But more often than not, it's just an endless morass. And I think a big part of what makes the whole affair sometimes seem like such a waste of time is what I like to call the great apologetic switcharoo. Religious apologists always begin their arguments with the confidence that any rational person ought to be convinced, logically and rationally, that not only does God exist but, hey who'da thunk, it's the god of tribal Palestine and not any of the other tens of thousands of gods scattered throughout human history.
As you start to push back against apologists, though, a funny thing happens. They switch, usually very subtly, to the old You can't disprove it! canard. Take for example the odious William Lane Craig's response to a challenge on the Kalam – namely, that just because causality applies within the universe doesn't mean it makes any sense or implies that causality must apply to the universe:
You could also do a thought experiment. Ask [atheists] why one timeless entity—say, a number—could not depend timelessly for its existence on another timeless entity. Why is that impossible? Why couldn't God timelessly sustain a number in existence? That would clearly be an asymmetric causal relation. Why is that impossible?Did you see what he did there? He didn't actually offer an argument, much less any evidence, that we should think any of those propositions are true. He just blurts out that we can't disprove it. And hey, if you can't disprove something it's gotta be true, right? This is not an isolated incident – it's endemic in the Christian apologist community. They don't want to approach questions as a rational skeptic – i.e., "Why should I believe these claims are true?" Rather, they assume their position to be true and challenge skeptics to provide "defeators".
Let's take a central issue regarding the truth or falsity of Christianity: the Bible. Is the Bible really the divinely inspired, possibly inerrant (depending on your theology) word of the Lord and Creator of the entire Universe? Or is it just a fairly mundane collection of writings from a relatively primitive subset of Middle-Eastern cultures? In my experience, Christians tend to treat the issue as though there are two positions being debated:
- The Bible is the word of God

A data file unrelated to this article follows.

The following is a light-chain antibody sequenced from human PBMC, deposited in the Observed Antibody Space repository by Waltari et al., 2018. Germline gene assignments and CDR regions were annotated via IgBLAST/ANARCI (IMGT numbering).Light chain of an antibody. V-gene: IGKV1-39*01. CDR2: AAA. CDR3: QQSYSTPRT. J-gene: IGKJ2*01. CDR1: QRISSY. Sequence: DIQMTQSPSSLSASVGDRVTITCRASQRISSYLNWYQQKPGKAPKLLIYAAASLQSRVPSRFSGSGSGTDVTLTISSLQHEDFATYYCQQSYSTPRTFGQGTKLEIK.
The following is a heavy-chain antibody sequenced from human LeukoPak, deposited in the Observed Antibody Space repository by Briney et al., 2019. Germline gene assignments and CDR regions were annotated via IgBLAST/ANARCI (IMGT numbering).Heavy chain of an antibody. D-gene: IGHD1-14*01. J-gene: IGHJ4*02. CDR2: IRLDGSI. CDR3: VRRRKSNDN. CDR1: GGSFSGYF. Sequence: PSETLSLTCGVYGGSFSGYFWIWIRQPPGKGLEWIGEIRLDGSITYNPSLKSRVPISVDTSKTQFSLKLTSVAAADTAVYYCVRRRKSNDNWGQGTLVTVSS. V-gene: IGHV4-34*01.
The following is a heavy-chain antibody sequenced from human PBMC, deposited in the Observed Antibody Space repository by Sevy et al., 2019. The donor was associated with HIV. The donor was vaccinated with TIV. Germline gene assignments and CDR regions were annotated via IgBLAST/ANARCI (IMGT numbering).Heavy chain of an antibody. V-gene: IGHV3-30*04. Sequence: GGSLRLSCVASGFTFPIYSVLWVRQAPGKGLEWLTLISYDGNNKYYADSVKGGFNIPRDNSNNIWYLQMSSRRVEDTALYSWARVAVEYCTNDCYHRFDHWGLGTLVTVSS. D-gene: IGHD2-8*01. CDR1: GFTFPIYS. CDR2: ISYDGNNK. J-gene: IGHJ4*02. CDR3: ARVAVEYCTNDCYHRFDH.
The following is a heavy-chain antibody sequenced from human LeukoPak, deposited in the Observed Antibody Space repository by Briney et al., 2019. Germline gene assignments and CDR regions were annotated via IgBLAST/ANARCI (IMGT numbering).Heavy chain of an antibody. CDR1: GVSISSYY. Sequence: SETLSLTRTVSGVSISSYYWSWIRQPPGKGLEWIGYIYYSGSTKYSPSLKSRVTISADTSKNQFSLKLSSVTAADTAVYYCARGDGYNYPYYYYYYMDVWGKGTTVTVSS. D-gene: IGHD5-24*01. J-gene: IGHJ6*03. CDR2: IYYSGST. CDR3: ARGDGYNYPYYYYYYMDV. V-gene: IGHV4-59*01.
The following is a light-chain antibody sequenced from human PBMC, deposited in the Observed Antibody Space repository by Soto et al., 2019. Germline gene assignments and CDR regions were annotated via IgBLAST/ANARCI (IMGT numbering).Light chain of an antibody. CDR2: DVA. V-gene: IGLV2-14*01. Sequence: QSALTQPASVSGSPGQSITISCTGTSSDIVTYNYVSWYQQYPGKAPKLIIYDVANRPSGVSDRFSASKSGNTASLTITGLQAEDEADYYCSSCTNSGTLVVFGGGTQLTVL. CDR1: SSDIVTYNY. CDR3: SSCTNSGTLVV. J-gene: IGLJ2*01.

- The Bible is demonstrably false
- There's no reason to think the Bible is the word of God
I wrote a post a while back, which I've since pinned, called The Gospel Challenge. I tackle some of the problems with the New Testament, although not in as much detail as I did in my review of Lee Strobel's movie The Case for Christ. This was my challenge:
[Given] the basic facts, I challenge you to demonstrate either logically and/or empirically that the only plausible explanation for the gospels is that they are the inspired words of God – that no reasonable person could conclude, based on the facts, that the gospels are nothing more than the works of ordinary, delusional human beings.In other words, what evidence would compel a rational skeptic to accept that there is no other plausible explanation for the gospel accounts aside from the Christian one? See, Christians generally structure their arguments based on the fact that they've already assumed the gospels are true; they then challenge skeptics to demonstrate that they're wrong. But that's impossible, for the same reason it's impossible to demonstrate that Buddha didn't achieve enlightenment or that unicorns don't exist. What I'm really interested isn't how Christians defend assumptions they're already made, but how they arrived at those assumptions in the first place. If a Christian could imagine themselves as someone from another country (or heck, another planet) who had never heard of Christianity, what is the evidence that would compel them to accept the Christian explanation of the Bible?
This 'switcharoo' is another strategy – along with the misguided strategy of using philosophical arguments to prove some kind of god exists – that I feel we non-believers need to call Christians out on more mercilessly, because they use it all the freaking time. Too often, debates get lost in the minutiae. One of the reasons Christians think William Lane Craig "wins" debates is because he sets up a lot of little fires for his interlocutor to chase. He rambles on about Bayesian probability or the Bord-Guth-Vilenkin theorem, and challenges his opponents to explain "four facts" about the Resurrection. If instead of chasing around these small targets his opponents instead focused on the big picture – challenging the idea that philosophy can be used to prove God's existence in the first place, or pointing out that there's no evidence the Resurrection is a historical event that needs explaining at all – these conversations would be much shorter and the farce of apologetic evangelism would be exposed for the sideshow it is.